Valence electrons are those electrons that reside in the outermost shell surrounding an atomic nucleus. Valence electrons are of crucial importance because they lend deep insight into an element’s chemical properties: whether it is electronegative or electropositive in nature, or they indicate the bond order of a chemical compound – the number of bonds that can be formed between two atoms.
Since covalent bonds are formed by the sharing of electrons present in the final shell, the number indicates how many bonds are permitted to form.
What are valence electrons?
Valence electrons are those electrons found in the outermost shell of an atom. In other words, these are the electrons that can be gained or lost during a chemical reaction.
Where are valence electrons located?
Irrespective of the type of chemical bond formed between atoms, be it an ionic, covalent or metallic bond, changes in the atomic structure are restricted to the electrons in the outermost shell, i.e. valence electrons.
The most basic method would be to refer to an element’s atomic configuration and simply count the electrons in the outermost shell. However, this would be an extremely tedious chore, since we might have to rummage through textbooks to seek out configurations with which we’re not familiar.
However, there’s no need to fret, as there’s a much simpler manner of determining this coveted number. This is a more generalized approach that only requires summoning one small resplendent rectangular sheet of paper — the periodic table.
To find the number of valence electrons of an element, we must only refer to the periodic table and seek the element’s position within it.
Valence electrons and the Periodic Table
The periodic table is a neat arrangement of all the elements we have discovered to this point. The elements are arranged from left to right in ascending order of their atomic numbers, or the number of protons or electrons they contain.
The elements are divided into four categories: main group elements, transition elements, lanthanides and actinides. The latter two are also known as inner transition elements.
The table contains 18 columns in total, formally known as groups, as well as rows, formally known as periods. There are 7 rows in the subtable above and 2 rows distinguishing the rarer elements below. The transition elements form a bridge, or perpetuate the transition between the elements in Groups 2 and 13.
How to find valence electrons?
As we move down a group, the number of valence electrons remains the same, even though the number of shells increases.
While valence electrons across a period incrementally climb by one, the number of shells remain the same. The period number (row number, to remind you) in which an element can be found indicates the number of shells encircling its nucleus.
So, what is the significance of the group number?
Valence electrons of elements except the transition elements – the main group elements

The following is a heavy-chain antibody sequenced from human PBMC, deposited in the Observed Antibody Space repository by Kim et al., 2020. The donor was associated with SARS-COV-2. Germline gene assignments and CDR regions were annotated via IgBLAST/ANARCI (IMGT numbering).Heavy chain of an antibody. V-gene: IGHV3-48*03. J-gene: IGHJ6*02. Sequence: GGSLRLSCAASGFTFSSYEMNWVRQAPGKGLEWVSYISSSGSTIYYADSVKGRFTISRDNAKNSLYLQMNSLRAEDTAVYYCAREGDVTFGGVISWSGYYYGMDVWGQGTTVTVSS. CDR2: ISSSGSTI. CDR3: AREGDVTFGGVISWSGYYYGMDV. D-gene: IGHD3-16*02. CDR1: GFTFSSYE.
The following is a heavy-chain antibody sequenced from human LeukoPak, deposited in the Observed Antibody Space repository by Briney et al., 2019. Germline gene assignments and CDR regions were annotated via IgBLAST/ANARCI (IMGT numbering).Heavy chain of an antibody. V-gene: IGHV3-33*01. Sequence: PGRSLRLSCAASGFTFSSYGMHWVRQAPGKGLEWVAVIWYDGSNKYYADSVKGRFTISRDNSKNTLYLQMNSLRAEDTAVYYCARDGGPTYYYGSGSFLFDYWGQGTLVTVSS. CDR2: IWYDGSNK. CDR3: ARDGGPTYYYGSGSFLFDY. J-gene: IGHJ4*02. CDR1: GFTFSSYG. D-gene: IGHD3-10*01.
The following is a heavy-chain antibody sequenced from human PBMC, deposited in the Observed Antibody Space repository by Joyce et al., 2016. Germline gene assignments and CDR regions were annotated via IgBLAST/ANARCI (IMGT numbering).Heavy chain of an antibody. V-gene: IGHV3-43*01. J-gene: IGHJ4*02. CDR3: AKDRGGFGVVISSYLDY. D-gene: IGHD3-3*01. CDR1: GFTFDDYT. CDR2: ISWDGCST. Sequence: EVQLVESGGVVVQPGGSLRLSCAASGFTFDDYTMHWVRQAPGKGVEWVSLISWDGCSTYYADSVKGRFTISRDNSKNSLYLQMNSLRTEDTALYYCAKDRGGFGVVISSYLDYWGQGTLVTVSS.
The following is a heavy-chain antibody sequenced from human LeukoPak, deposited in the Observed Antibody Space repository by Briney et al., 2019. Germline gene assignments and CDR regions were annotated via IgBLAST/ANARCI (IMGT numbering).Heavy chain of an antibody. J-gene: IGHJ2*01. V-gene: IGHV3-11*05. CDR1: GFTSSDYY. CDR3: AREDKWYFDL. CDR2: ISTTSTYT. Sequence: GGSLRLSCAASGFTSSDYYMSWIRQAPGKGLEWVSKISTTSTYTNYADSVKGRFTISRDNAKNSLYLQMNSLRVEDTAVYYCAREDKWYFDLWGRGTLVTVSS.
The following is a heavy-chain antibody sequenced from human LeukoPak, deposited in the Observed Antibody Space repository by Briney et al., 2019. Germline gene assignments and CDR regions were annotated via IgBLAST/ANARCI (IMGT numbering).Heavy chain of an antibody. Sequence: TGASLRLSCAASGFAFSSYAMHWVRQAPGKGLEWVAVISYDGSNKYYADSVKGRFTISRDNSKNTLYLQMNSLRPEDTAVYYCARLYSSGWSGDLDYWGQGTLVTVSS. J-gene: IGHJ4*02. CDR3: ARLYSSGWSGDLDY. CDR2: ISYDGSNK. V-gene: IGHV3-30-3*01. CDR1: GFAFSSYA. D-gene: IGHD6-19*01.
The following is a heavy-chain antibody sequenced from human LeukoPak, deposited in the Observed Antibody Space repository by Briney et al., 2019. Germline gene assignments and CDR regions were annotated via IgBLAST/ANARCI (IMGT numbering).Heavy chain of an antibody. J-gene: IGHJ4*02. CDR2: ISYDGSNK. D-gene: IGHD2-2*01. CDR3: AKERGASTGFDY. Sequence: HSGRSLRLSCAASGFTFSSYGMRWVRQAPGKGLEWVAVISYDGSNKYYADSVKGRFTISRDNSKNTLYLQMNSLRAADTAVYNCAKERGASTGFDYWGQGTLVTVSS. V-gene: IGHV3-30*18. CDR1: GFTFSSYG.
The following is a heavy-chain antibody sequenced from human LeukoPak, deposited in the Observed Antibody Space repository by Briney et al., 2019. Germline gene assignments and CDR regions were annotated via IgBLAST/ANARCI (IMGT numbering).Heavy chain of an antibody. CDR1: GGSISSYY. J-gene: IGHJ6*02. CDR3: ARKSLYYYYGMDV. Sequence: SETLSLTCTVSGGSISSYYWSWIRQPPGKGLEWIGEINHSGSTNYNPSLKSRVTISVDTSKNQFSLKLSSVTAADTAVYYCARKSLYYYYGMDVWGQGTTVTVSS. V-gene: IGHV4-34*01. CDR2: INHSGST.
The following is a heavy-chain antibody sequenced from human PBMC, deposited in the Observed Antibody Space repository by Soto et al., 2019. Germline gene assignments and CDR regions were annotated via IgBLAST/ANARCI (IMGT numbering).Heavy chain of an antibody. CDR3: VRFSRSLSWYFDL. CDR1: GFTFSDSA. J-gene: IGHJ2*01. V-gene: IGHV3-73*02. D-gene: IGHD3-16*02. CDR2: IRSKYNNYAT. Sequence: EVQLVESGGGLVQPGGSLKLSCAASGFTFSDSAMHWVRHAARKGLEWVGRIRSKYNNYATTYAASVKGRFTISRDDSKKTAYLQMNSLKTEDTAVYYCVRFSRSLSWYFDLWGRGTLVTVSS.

While the period number indicates the number of shells, the group number indicates the number of valence electrons in the outermost shell. Specifically, the number in the ones’ place. However, this is only true for the main group elements—the elements inhabiting groups 1-2 and 13-18.
The rule is inapplicable to the transition and inner transition elements (we’ll get to that reason in a minute). For instance, Sodium (Na) resides in Period 3, Group 1, which implies that it has 3 shells and a single electron in its valence shell.
Or, you can consider chlorine in Group 17. Accordingly, in order to determine its valence electrons, we must only seek the number in its ones’ place: 7. As expected, that is exactly the number of electrons in its valence shell.
This method of simply referring to the periodic table and identifying the corresponding group number has removed the hassle and complexity that once accompanied the laborious search for individual atomic configurations.
Now what about the valence electrons of the elements in between? Obviously, we can’t forget the lanthanides and actinides…
A quick explanation of how shells are filled with electrons
Transition elements are not much different from metals that go shoulder to shoulder in the main group elements. They appear much like metals: they are malleable, ductile and can conduct both heat and electricity. The fact that the best two conductors—Copper (Cu) and Aluminum (Al)—are transition metals shows the extent to which their properties overlap.
However, they do not duplicate the results that we derived from the method above. One cannot enumerate their valence electrons by simply referring to their group number. This boils down to the way electrons occupy shells in transition elements.
To understand this exception, we must understand how electrons occupy shells in any element.
First, however, we must unlearn the high school method of filling shells around an atomic nucleus: remember 2..8..8..18 and so on? Well, there’s a reason why we distribute electrons in this particular fashion.